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According to a report by Roanoke Commonwealth's Attorney Donald Caldwell, the officer told the woman twice to drop her gun, but she "continued to move the weapon in his direction."
Tuesday, June 18, 2013
An Altavista police sergeant has been cleared of any potential criminal wrongdoing in the shooting death of an 83-year-old woman who reportedly raised a loaded handgun in his direction last year.
Roanoke Commonwealth’s Attorney Donald Caldwell, who was appointed special prosecutor in the case, released his report Monday. In it, he wrote that Altavista police Sgt. L.P. Rigney’s shooting of Delma Towler on Sept. 19 “was an act of justifiable homicide and thus not subject to criminal prosecution.”
Rigney went to Towler’s Altavista home with Officer B.K. Davis at 9:18 p.m. after dispatchers received a 911 hang-up call. The officers tried for nearly 30 minutes to get someone to answer the front door after hearing movement and a barking dog inside, according to Caldwell’s report.
Cameras attached to the two officers’ lapels recorded them identifying themselves as police multiple times, Caldwell wrote.
At some point Davis saw an individual in the home raise and fire what appeared to be a handgun in his direction, according to the report. Both officers “retreated” to their cars, retrieved their semi-automatic rifles and shouted through the vehicles’ loudspeakers for the individual to come out of the house.
According to the report, the officers heard several more shots over the next few minutes and saw an individual, later determined to be Towler, move through the back yard in the darkness.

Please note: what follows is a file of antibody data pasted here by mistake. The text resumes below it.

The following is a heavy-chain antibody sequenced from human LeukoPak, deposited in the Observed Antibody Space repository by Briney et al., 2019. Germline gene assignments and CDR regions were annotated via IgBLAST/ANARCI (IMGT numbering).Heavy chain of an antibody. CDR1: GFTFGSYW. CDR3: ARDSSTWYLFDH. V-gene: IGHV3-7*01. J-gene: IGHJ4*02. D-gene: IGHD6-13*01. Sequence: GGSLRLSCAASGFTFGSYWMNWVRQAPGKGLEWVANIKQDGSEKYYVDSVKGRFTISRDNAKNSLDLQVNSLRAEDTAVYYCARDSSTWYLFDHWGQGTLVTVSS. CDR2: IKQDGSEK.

“Ms. Towler looked in [Rigney’s] direction and began to raise her handgun toward him,” Caldwell wrote. “Sgt. Rigney shouted twice for her to drop the gun but she continued to move the weapon in his direction so he fired three shots.”
A Smith & Wesson revolver with four empty cartridge casings, one live cartridge and one empty chamber was found beneath Towler’s body, according to the report.
Caldwell wrote that his investigation determined Towler wasn’t wearing her glasses or hearing aids, “which, according to persons close to her, would have greatly compromised her ability to comprehend and process information easily.”
The prosecutor said it’s still not clear why Towler originally called 911, though it may have been because she thought there was a prowler at her home.
“Whether or not there was, in fact, a prowler on that evening remains a subject of speculation,” he wrote.
Caldwell noted that his report does not preclude Towler’s family from filing a lawsuit against Rigney or the police department. He said that while he is “truly sympathetic” to Towler’s family, her use of a gun put Rigney in the position of protecting himself.
“In assessing the events of this night and anticipating that some might question the danger posed to a police officer by an 83-year-old woman, I also have to draw upon my own professional experience,” Caldwell wrote, citing the 1986 death of Roanoke police Officer David Rickman , who died as a result of an accidental gunshot wound during a routine domestic call.
Rigney and Davis were cleared in the fatal shooting of a Hurt man in May 2008, according to the Altavista Journal. The two were confronted by Michael Long, who reportedly wielded a shotgun and aimed it at the officers despite being ordered to drop the weapon.
The Campbell County commonwealth’s attorney reviewed that case and found the officers were justified in the shooting, the Journal reported.
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